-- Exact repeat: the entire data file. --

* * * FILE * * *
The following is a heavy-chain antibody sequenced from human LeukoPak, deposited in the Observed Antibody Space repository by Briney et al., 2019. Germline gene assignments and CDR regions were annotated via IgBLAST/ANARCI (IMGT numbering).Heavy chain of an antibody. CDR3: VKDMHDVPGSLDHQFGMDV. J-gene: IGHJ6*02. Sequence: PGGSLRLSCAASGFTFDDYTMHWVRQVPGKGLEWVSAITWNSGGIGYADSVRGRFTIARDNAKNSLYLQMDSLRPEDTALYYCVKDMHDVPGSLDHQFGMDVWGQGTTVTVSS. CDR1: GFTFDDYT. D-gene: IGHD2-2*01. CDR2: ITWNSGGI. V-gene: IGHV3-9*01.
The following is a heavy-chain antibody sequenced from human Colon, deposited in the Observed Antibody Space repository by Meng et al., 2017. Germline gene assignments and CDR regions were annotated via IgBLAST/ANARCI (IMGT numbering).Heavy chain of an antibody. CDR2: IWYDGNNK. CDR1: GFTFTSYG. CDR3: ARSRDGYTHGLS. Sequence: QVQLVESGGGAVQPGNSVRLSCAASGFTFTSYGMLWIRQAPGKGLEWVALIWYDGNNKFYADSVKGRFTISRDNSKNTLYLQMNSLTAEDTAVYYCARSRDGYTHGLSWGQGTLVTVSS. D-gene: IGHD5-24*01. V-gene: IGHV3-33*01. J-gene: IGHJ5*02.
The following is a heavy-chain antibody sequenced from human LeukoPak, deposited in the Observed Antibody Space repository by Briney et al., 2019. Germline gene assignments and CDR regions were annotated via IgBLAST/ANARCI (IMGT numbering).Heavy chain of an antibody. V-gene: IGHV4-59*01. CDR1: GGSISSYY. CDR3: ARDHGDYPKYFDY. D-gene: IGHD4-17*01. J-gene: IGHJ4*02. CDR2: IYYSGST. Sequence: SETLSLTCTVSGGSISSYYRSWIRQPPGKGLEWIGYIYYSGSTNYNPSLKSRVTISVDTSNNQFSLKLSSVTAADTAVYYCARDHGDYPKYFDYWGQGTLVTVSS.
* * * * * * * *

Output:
The following is a heavy-chain antibody sequenced from human LeukoPak, deposited in the Observed Antibody Space repository by Briney et al., 2019. Germline gene assignments and CDR regions were annotated via IgBLAST/ANARCI (IMGT numbering).Heavy chain of an antibody. CDR3: VKDMHDVPGSLDHQFGMDV. J-gene: IGHJ6*02. Sequence: PGGSLRLSCAASGFTFDDYTMHWVRQVPGKGLEWVSAITWNSGGIGYADSVRGRFTIARDNAKNSLYLQMDSLRPEDTALYYCVKDMHDVPGSLDHQFGMDVWGQGTTVTVSS. CDR1: GFTFDDYT. D-gene: IGHD2-2*01. CDR2: ITWNSGGI. V-gene: IGHV3-9*01.
The following is a heavy-chain antibody sequenced from human Colon, deposited in the Observed Antibody Space repository by Meng et al., 2017. Germline gene assignments and CDR regions were annotated via IgBLAST/ANARCI (IMGT numbering).Heavy chain of an antibody. CDR2: IWYDGNNK. CDR1: GFTFTSYG. CDR3: ARSRDGYTHGLS. Sequence: QVQLVESGGGAVQPGNSVRLSCAASGFTFTSYGMLWIRQAPGKGLEWVALIWYDGNNKFYADSVKGRFTISRDNSKNTLYLQMNSLTAEDTAVYYCARSRDGYTHGLSWGQGTLVTVSS. D-gene: IGHD5-24*01. V-gene: IGHV3-33*01. J-gene: IGHJ5*02.
The following is a heavy-chain antibody sequenced from human LeukoPak, deposited in the Observed Antibody Space repository by Briney et al., 2019. Germline gene assignments and CDR regions were annotated via IgBLAST/ANARCI (IMGT numbering).Heavy chain of an antibody. V-gene: IGHV4-59*01. CDR1: GGSISSYY. CDR3: ARDHGDYPKYFDY. D-gene: IGHD4-17*01. J-gene: IGHJ4*02. CDR2: IYYSGST. Sequence: SETLSLTCTVSGGSISSYYRSWIRQPPGKGLEWIGYIYYSGSTNYNPSLKSRVTISVDTSNNQFSLKLSSVTAADTAVYYCARDHGDYPKYFDYWGQGTLVTVSS.